How Kissinger answers this question of historical understanding is significant. He concludes that the meaning of history cannot be derived empirically from the facts themselves. He rejects the principle of verifiability proposed by the logical positivists; the latter maintain that facts are true if they correspond to reality. Kissinger argues that anthropological research shows that different cultures create their own views of reality-- facts are by no means absolute. [...] Kissinger writes that "an inward experience cannot be proved by empirical data. A philosophy of history without a profound metaphysics will forever juxtapose surface data and can never satisfy the totality of man's desire for meaning." Instead, we must approach history philosophically, because the questions we ask of it will determine the answers it yields.

Thus meaning represents the emanation of a metaphysical context. Just as every man in a certain sense creates his picture of the world, just as the scientist can find in nature only what he puts in it in the formulation of his hypothesis, just as every question determines at least the range of answers, so history does not exhibit the same portent to everybody but yields only the meanings inherent in the nature of the our query. Therefore, too, the philosophy of history is inseparable from metaphysics, and involves a deep awareness of the mysteries and possibilities not only of nature but of human nature.

Meaning in history lies in the philosophical approach we take toward it. Kissinger equates the philosophy of history with metaphysics, describing it as "metaphysics of a very high order." The question he then confronts is: how did Spengler, Toynbee, and Kant address the problem of necessity and freedom in history? How did their metaphysical beliefs resolve this paradox? "In the reaction of the various thinkers to the problem of human necessity and human freedom, in their capacity to experience depths inaccessible to reason alone, lies the answer to the meaning of history."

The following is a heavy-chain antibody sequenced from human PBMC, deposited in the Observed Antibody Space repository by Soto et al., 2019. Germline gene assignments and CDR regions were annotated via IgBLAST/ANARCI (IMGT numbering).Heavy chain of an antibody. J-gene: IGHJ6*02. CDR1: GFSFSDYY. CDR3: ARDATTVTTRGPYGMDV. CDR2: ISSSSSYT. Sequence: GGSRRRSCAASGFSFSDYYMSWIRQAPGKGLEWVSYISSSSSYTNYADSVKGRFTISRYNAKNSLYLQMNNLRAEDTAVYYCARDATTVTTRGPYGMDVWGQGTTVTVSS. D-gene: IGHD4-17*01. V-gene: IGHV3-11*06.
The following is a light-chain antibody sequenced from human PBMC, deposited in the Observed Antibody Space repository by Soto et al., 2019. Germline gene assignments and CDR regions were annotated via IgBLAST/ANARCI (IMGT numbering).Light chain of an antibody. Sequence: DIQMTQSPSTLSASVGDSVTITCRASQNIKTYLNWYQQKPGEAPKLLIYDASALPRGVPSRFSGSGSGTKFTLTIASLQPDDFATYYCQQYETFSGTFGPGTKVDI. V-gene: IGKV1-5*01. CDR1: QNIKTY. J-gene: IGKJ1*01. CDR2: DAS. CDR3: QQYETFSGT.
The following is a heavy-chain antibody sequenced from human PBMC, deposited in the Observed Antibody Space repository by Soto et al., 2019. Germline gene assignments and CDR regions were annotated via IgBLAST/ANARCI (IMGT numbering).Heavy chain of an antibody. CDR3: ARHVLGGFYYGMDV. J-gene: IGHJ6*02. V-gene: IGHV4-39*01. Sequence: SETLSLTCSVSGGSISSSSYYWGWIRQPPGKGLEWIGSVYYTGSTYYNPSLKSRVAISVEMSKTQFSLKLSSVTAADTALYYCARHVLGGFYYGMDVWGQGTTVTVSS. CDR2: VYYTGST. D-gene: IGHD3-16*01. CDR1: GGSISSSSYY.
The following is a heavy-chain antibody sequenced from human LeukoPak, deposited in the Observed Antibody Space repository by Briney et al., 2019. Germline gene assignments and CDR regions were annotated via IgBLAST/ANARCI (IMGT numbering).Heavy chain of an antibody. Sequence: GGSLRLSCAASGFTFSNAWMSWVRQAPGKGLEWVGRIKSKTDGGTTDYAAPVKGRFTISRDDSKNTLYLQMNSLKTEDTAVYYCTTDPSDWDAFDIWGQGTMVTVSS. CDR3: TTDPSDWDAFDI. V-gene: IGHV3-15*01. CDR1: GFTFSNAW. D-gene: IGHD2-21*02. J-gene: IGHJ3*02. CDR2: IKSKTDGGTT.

Kissinger next presents an extended commentary on the philosophy and works of each thinker. [...] He discusses Spengler's Decline of the West, Toynbee's A Study of History, Kant's Idea for a Universal History, Essay on Eternal[/Perpetual] Peace, Critique of Practical Reason, and Critique of Pure Reason in detail. The contrast between the views of Spengler and Toynbee and those of Kant provides the key to Kissinger's thesis.

Paraphrasing Spengler, Kissinger explains that "the history of each culture [consists of] a ripening and deepening of its soul-picture."

Returning to the central paradox of necessity and freedom, he finds that both Spengler and Toynbee emphasize the necessity of historical occurrence-- i.e., the cyclical recurrence of historical patterns. Their metaphysical approaches diminish the... element of human freedom in history. It is on this basis that Kissinger ultimately judges their philosophies of history as inadequate explanations of history's meaning.
Kissinger is attracted to the poetical lyricism of Spengler's work and to his tragic vision. He takes from Spengler a feeling for history's "becoming"-- a feeling that Spengler attributes in his philosophy to the influence of Goethe. History is life and development, movement and destiny. [...] Kissinger observes that: